A fellow patent attorney (who wishes to remain anonymous) called my attention to a recent decision issued by Judge Sue L. Robinson of the Delaware District Court.  Cancer Research Technology et al. v Barr Laboratories et al., D-Del, Civ. No. 07-457-SLR, January 26, 2010.  Download CRT v Barr. I’m not a district court decision junkie: […]

As a direct consequence of overruling the affirmative duty of due care to avoid infringement upon learning of a patent, the Federal Circuit expressly instructed in Seagate that “there is no affirmative obligation to obtain [an] opinion of counsel.”  In re Seagate Technology, 497 F.3d 1360, 1371 (Fed. Cir. 2007) (en banc), cert. denied, 128 […]

Those of you who regularly prosecute patents in Australia will be aware that Australia has a unique approach to inventive step/non-obviousness. Specifically, Australian law differs from international norms in two fairly notable ways: Firstly, not all prior art references are citable. Rather, in order to be citable, a prior art reference must firstly be shown […]

How many times have we woken up to the smell of piping hot coffee? Flowers from the garden? The smell of mud after first rains? The smell of nature? The smell of home-cooked meals. It is small wonder then that perfumes are coveted by us. The smell of citrus, ginger, cinnamon, vanilla, exotic fruits and […]

The ability of an intrepid inventor to strike it rich from a great idea seems to be embedded in the DNA of many Americans.  Perhaps this view emanates from the presence of patents in the US Constitution, which could create a feeling that US citizens have an “inalienable right” to use patent protection to their […]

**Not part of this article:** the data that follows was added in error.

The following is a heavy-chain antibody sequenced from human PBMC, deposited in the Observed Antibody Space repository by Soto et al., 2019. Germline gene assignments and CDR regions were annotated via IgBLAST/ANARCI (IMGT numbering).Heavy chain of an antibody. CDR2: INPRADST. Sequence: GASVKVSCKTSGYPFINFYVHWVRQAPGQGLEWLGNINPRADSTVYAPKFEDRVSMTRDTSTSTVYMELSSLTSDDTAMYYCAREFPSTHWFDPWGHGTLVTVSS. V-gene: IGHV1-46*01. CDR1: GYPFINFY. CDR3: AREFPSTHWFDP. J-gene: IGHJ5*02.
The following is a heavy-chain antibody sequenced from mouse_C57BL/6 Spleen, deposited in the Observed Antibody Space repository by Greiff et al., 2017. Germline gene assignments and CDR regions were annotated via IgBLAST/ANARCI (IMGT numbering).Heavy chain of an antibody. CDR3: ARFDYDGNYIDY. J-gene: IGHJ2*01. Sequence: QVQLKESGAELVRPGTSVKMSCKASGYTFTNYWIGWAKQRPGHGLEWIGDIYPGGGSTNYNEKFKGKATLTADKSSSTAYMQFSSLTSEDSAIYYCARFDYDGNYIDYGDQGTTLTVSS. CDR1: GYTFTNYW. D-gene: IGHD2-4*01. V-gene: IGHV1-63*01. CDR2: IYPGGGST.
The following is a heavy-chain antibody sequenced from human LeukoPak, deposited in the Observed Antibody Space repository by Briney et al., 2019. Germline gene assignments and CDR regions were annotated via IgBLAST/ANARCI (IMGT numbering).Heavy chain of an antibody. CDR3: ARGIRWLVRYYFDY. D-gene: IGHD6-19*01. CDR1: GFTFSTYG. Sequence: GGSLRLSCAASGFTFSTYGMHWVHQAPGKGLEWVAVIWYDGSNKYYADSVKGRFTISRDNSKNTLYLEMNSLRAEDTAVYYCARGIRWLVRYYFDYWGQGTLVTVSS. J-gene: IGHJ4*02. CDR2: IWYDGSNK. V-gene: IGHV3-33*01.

A featured document in the Docket Report recently highlighted an Amended Opinion by Judge Cavanaugh of New Jersey: “The court granted plaintiff’s motion for summary judgment of indirect infringement based on defendants’ use of a label containing “instructions on how to use the product in a manner that encourages acts of infringement” even though “doctors […]

On January 13, the Federal Trade Commission (“FTC”) Chairman Jon Leibowitz held a press conference with Congressional members Chris Van Hollen (D-MD), Bobby Rush (D-IL), and Mary Jo Kilroy (D-OH) arguing that health care reform legislation should include a prohibition to the patent settlements referred to as “reverse payment settlements” or “pay-for-delay settlements”. Reverse payment […]

Commentators like me frequently rail against what we view as the often unnecessarily high cost of obtaining patent protection. In truth, many patents are overpriced and provide questionable business value to their clients. Over-priced patents do not form the basis of this article, however. Instead, this is about the opposite phenomenon, i.e., under-priced patents. Specifically, […]